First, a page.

Proposed Federal Regulations Designed To Force States To Regulate Online College Courses That Enroll Their Residents
The Office of Information and Regulatory Affairs, which is part of the Office of Management and Budget, issued a proposed rule change in July (Notice: OIRA Conclusion of EO 12866 Regulatory Review and View Proposed Rule) that could potentially require states to regulate online college courses that their residents enroll in, even if the college institution is not psychically located in their state.
This rule could have a number of adverse impacts. For starters, it could force each institution to obtain approval from each state it has online students enrolled. If a school in Kansas offers an online supplemental class, for example, to a group of students, that class would have to be approved from each state each student in the class is officially a resident in. Not only is this heavily bureaucratic and costly, but it not guarantee there will be any additional safeguards to academic quality. It also could create problems for students who enroll in colleges or universities to take courses, only to discover that some of their courses have been rejected by one state but not others.
Right now, this type of regulation impacts all colleges and universities, as well as for-profit colleges, because the rule covers “institutional eligibility for participation in Federal student financial aid under title IV of the Higher Education Act of 1965.” Since Federal student financial aid is the profitability life-line for almost every higher education institution, this proposed rule impacts all distance learning and correspondence schools.
One of the most difficult challenges for education reform are the requirements schools must face, either for accreditation or for Federal financial aid eligibility. The only change real education reform has, in my opinion, is for a school model to be built that does not require Federal financial aid enrollment or assistance for its students, and does not care about meeting accreditation standards, which could limit changes in curriculum structure.
On December 2 at 6:30 pm at the Loudoun County Public Schools (LCPS) building, the LCPS school board will meet to hear testimony in favor of making field hockey a high school sport.
As a parent, co-founder of the Loudoun County Field Hockey League, assistant coach for the Broad Run Spartans varsity and junior varsity field hockey teams, and a single parent of a high school field hockey player, I encourage all local parents to come out and support making field hockey a recognized sport in the high schools.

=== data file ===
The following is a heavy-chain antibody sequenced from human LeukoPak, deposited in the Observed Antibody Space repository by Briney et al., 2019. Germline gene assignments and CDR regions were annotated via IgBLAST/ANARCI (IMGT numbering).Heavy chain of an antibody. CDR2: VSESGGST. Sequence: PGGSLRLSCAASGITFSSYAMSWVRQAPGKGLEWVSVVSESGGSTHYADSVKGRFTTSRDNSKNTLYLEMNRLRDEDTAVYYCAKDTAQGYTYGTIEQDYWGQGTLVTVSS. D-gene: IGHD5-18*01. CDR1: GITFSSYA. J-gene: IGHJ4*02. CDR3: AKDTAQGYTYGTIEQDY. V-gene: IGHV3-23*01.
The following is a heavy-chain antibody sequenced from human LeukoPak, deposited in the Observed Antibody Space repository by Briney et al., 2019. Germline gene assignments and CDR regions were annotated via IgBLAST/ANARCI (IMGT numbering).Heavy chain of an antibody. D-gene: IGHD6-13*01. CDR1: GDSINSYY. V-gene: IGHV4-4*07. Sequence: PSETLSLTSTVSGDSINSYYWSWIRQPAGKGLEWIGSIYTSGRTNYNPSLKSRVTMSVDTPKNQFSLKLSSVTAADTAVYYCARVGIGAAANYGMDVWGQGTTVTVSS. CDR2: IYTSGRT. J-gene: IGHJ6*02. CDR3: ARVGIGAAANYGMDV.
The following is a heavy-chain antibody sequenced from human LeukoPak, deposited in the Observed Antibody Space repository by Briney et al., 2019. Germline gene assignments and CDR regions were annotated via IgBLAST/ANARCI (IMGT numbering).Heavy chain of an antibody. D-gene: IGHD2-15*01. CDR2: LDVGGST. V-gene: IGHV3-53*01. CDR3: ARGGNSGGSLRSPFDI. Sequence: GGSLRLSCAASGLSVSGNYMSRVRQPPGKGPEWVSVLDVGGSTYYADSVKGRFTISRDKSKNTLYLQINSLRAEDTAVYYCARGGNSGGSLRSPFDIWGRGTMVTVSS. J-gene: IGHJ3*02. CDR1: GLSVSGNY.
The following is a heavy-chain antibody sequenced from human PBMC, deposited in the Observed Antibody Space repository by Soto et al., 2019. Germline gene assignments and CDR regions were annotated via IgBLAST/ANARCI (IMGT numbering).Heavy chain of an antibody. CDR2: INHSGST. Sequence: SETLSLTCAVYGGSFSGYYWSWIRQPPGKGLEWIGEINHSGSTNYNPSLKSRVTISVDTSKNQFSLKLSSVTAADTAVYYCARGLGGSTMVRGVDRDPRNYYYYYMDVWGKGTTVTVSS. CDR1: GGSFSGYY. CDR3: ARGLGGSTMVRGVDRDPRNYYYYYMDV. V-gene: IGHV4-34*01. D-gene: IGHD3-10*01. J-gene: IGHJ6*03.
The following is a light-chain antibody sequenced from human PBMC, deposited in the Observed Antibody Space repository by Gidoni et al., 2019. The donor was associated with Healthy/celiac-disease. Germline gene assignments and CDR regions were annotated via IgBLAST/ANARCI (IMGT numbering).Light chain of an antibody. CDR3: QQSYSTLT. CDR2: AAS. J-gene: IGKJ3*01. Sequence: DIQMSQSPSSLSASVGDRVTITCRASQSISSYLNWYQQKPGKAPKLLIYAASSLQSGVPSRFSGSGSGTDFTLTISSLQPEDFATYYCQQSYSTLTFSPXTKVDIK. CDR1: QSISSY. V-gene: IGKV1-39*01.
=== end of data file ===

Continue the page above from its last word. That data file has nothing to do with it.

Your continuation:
Loudoun County is one of the wealthiest counties in the United States. We also have a greater proportion of male student athletes to female athletes. As the Loudoun County League and other recreational leagues have demonstrated, there are hundreds of young women who play field hockey in Loudoun County. However, none of these girls have official high school teams. While their classmates sell team gear, promote their games and celebrate victories on-campus, these young women do not get the same opportunity. They deserve to have the same high school sports experience as their male and female classmates.
For more information on attending this meeting, please contact Michael Hackmer at: 703-362-1586.
Interesting piece from the Washington Post on the changing demographics in Fairfax County, Virginia, and what it could mean for education and the county’s financial resources. The title of the headline and corresponding picture are more positive then the story’s content.
Here are some of the key excerpts:
Fairfax has experienced a dramatic demographic shift in recent years that is nowhere more obvious than in the county’s kindergarten classrooms.
The white student population is receding and is being replaced with fast-growing numbers of poor students and children of immigrants for whom English is a second language.
More than one-third of the 13,424 kindergartners in the county this year qualified for free or reduced-price meals, a federal measure of poverty, and close to 40 percent of the Class of 2026 requires additional English instruction, among the most ever for a Fairfax kindergarten class.
The demographic changes in Fairfax are likely to have long-term implications for the school system: Most of this year’s kindergarten class will spend the next 12 years in county schools.
Schools officials believe that the challenges that come with a less-affluent and less-prepared population will exacerbate the system’s struggles with a widening achievement gap for minorities and ballooning class sizes.
The rising enrollment — the overall student body has surged by more than 22,000 since 2004 — is not sustainable at the current funding level, schools officials said, which could intensify already contentious battles for tax dollars with the county’s Board of Supervisors.
What does this mean?
Well, for starters, it means that Fairfax County has a severe problem.
I have personally seen a similar case in Loudoun County on a much smaller scale at Catoctin Elementary – where the student population had a significantly higher number of foreign-born minorities who did not speak English fluently / as a first language, and were on reduced / free lunch programs. It was very similar to the 40% that need to learn additional English because it is not their primary language in Fairfax county’s class of 2026.
At Catoctin, the results were extremely problematic as the school was not certified to state standards in academic performance. Parents of students zoned for Catoctin were allowed by the Loudoun County school system to choose alternative schools if they wanted. There was a significant drain in financial and personnel resources as well.